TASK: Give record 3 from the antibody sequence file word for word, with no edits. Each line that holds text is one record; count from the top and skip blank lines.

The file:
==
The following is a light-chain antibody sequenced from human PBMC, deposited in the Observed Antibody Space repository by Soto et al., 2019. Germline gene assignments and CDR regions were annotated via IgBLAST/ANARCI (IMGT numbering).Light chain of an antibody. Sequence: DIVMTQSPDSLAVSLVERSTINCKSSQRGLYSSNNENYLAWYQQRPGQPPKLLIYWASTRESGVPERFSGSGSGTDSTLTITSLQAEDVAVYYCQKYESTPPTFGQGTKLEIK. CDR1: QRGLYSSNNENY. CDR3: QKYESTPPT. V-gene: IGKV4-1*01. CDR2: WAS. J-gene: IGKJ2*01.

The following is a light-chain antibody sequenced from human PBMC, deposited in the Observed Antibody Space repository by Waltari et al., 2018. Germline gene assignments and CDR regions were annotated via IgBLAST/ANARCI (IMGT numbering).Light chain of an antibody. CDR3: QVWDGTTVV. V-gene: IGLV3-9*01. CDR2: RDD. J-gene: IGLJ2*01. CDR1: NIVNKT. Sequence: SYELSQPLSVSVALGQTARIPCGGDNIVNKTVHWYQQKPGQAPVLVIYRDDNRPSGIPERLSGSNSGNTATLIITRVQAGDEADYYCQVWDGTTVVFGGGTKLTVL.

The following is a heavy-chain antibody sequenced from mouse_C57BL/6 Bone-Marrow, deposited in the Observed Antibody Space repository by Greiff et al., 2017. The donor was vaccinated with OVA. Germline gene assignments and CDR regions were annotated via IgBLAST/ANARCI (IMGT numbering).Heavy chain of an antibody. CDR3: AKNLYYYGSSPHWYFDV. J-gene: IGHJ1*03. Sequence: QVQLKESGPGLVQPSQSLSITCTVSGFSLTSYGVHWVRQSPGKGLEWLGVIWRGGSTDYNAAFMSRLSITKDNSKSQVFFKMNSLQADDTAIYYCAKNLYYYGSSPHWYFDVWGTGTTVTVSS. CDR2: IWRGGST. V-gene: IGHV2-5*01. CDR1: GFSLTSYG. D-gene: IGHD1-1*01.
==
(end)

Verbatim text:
The following is a heavy-chain antibody sequenced from mouse_C57BL/6 Bone-Marrow, deposited in the Observed Antibody Space repository by Greiff et al., 2017. The donor was vaccinated with OVA. Germline gene assignments and CDR regions were annotated via IgBLAST/ANARCI (IMGT numbering).Heavy chain of an antibody. CDR3: AKNLYYYGSSPHWYFDV. J-gene: IGHJ1*03. Sequence: QVQLKESGPGLVQPSQSLSITCTVSGFSLTSYGVHWVRQSPGKGLEWLGVIWRGGSTDYNAAFMSRLSITKDNSKSQVFFKMNSLQADDTAIYYCAKNLYYYGSSPHWYFDVWGTGTTVTVSS. CDR2: IWRGGST. V-gene: IGHV2-5*01. CDR1: GFSLTSYG. D-gene: IGHD1-1*01.